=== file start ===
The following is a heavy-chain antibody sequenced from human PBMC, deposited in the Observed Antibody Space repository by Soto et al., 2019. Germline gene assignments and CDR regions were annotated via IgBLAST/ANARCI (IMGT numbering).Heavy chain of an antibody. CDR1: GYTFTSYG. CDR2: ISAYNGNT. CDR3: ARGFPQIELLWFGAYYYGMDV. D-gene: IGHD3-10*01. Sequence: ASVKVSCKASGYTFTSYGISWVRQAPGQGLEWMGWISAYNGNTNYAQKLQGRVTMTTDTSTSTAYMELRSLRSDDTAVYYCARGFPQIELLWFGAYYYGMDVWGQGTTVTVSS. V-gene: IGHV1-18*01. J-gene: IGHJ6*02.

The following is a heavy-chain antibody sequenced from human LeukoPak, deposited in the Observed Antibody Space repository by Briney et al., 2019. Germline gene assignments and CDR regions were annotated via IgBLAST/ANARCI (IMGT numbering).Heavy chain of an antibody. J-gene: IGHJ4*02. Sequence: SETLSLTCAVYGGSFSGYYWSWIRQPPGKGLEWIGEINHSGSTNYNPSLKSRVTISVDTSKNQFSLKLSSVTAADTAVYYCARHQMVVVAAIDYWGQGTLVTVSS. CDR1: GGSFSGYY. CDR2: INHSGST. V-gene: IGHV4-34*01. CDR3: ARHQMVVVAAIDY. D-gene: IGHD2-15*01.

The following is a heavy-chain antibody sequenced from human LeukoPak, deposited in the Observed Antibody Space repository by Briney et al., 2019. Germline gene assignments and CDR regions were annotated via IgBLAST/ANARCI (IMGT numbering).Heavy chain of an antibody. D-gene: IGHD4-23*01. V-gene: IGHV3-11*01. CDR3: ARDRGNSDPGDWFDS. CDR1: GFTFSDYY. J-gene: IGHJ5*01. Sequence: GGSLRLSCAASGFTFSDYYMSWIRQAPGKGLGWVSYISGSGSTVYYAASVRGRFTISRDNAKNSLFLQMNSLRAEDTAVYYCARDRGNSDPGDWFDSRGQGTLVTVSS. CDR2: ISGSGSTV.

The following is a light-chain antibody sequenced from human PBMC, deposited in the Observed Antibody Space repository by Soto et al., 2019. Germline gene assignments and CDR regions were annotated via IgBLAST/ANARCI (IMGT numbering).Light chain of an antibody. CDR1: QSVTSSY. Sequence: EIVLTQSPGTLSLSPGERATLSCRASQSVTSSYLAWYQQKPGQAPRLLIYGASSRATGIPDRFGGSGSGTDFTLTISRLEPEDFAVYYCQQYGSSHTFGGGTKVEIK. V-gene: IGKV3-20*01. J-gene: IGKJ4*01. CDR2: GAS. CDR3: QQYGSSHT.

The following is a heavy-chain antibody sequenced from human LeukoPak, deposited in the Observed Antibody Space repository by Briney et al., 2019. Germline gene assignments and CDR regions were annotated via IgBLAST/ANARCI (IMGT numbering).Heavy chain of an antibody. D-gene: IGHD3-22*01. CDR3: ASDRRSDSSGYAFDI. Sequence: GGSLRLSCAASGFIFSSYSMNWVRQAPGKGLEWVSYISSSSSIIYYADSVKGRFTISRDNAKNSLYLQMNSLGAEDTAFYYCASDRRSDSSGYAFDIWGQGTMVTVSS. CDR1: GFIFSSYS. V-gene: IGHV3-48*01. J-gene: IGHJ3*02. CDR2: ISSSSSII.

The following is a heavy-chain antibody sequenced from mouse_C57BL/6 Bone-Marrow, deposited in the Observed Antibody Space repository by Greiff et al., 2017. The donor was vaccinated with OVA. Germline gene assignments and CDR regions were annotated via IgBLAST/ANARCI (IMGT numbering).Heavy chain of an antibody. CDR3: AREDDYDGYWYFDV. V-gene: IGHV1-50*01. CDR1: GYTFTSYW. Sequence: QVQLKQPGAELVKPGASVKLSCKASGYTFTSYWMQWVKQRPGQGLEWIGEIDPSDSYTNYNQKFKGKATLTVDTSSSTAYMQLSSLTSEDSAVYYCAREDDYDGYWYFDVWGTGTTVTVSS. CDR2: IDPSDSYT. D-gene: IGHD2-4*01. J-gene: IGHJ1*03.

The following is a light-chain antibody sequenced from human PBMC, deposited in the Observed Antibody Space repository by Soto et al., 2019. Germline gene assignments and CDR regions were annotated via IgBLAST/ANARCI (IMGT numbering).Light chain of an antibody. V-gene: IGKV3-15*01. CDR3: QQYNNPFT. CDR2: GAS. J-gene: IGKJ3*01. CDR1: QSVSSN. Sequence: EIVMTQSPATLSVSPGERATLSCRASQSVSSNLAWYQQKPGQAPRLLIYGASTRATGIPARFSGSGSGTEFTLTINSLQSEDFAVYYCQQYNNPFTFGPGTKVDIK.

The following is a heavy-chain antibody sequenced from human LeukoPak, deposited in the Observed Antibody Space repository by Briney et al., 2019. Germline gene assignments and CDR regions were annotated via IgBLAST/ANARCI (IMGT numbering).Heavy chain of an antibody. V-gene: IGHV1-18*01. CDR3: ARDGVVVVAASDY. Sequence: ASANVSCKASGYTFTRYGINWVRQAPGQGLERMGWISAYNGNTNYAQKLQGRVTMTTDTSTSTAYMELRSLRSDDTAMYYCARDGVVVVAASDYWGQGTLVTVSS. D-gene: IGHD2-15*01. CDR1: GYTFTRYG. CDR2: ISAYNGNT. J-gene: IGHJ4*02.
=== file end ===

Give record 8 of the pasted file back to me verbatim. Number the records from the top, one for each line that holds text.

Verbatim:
The following is a heavy-chain antibody sequenced from human LeukoPak, deposited in the Observed Antibody Space repository by Briney et al., 2019. Germline gene assignments and CDR regions were annotated via IgBLAST/ANARCI (IMGT numbering).Heavy chain of an antibody. V-gene: IGHV1-18*01. CDR3: ARDGVVVVAASDY. Sequence: ASANVSCKASGYTFTRYGINWVRQAPGQGLERMGWISAYNGNTNYAQKLQGRVTMTTDTSTSTAYMELRSLRSDDTAMYYCARDGVVVVAASDYWGQGTLVTVSS. D-gene: IGHD2-15*01. CDR1: GYTFTRYG. CDR2: ISAYNGNT. J-gene: IGHJ4*02.